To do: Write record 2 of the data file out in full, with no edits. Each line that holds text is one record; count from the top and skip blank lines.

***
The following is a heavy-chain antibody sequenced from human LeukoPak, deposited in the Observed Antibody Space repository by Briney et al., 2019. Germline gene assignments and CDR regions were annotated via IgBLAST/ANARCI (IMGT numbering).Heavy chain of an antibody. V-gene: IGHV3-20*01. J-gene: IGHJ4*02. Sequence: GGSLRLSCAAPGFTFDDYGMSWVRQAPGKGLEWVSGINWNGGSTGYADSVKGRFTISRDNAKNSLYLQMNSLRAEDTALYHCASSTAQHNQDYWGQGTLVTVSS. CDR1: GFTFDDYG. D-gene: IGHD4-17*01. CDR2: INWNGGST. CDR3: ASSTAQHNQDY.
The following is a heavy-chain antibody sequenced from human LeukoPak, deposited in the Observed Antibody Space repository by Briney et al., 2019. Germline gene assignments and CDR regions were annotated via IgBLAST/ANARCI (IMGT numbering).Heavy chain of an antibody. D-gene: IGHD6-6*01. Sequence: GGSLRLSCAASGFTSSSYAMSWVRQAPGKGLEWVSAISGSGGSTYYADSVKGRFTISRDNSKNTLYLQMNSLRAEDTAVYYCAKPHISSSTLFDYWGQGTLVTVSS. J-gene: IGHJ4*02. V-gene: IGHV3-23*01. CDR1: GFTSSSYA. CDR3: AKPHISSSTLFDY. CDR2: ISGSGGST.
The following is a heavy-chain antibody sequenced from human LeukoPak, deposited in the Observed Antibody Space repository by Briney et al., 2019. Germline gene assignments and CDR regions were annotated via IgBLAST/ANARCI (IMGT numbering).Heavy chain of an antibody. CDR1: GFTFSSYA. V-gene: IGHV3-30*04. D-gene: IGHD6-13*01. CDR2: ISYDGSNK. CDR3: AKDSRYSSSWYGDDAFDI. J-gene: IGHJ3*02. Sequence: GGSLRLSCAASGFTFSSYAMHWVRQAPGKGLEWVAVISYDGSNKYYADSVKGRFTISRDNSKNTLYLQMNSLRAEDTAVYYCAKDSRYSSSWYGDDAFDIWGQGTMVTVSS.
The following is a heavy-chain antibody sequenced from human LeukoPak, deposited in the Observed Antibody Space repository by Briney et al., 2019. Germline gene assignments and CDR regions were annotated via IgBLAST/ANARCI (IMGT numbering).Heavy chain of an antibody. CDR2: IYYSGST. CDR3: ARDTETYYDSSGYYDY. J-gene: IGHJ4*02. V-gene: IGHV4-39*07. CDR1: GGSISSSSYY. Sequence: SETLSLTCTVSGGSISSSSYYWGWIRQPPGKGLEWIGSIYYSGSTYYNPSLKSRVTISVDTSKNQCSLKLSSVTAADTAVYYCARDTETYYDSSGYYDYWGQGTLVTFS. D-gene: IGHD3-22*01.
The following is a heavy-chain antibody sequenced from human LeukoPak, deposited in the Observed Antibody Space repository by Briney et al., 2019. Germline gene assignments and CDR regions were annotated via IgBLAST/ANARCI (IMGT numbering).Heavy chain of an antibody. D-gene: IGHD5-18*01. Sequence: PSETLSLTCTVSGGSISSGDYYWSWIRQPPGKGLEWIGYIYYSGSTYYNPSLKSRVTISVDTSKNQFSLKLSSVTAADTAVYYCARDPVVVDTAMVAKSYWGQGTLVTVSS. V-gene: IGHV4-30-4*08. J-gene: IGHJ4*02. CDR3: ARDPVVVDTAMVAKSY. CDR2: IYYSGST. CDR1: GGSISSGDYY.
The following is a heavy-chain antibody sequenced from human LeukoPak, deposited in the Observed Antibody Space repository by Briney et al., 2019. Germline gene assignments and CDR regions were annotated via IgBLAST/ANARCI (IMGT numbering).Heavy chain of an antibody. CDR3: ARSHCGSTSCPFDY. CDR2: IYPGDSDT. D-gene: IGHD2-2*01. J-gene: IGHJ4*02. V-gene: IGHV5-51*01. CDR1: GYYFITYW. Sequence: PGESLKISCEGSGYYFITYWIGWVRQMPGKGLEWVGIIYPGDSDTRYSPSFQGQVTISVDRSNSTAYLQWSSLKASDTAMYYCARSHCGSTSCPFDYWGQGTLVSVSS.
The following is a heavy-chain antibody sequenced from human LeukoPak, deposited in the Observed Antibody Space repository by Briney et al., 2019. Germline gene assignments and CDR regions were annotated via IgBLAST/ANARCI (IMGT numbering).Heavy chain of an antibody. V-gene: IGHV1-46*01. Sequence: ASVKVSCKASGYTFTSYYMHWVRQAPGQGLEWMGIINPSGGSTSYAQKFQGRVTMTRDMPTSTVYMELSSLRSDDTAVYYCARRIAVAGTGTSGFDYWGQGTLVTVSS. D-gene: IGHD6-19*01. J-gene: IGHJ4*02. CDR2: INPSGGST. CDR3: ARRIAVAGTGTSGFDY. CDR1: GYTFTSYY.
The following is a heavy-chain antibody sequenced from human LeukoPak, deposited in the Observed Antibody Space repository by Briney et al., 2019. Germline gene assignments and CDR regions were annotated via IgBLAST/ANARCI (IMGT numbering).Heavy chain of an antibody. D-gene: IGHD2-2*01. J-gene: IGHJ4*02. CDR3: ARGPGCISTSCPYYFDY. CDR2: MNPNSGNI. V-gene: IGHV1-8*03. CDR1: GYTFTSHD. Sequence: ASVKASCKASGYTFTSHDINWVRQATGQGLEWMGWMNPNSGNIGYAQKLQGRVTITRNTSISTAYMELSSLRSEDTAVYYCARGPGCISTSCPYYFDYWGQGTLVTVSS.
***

The following is a heavy-chain antibody sequenced from human LeukoPak, deposited in the Observed Antibody Space repository by Briney et al., 2019. Germline gene assignments and CDR regions were annotated via IgBLAST/ANARCI (IMGT numbering).Heavy chain of an antibody. D-gene: IGHD6-6*01. Sequence: GGSLRLSCAASGFTSSSYAMSWVRQAPGKGLEWVSAISGSGGSTYYADSVKGRFTISRDNSKNTLYLQMNSLRAEDTAVYYCAKPHISSSTLFDYWGQGTLVTVSS. J-gene: IGHJ4*02. V-gene: IGHV3-23*01. CDR1: GFTSSSYA. CDR3: AKPHISSSTLFDY. CDR2: ISGSGGST.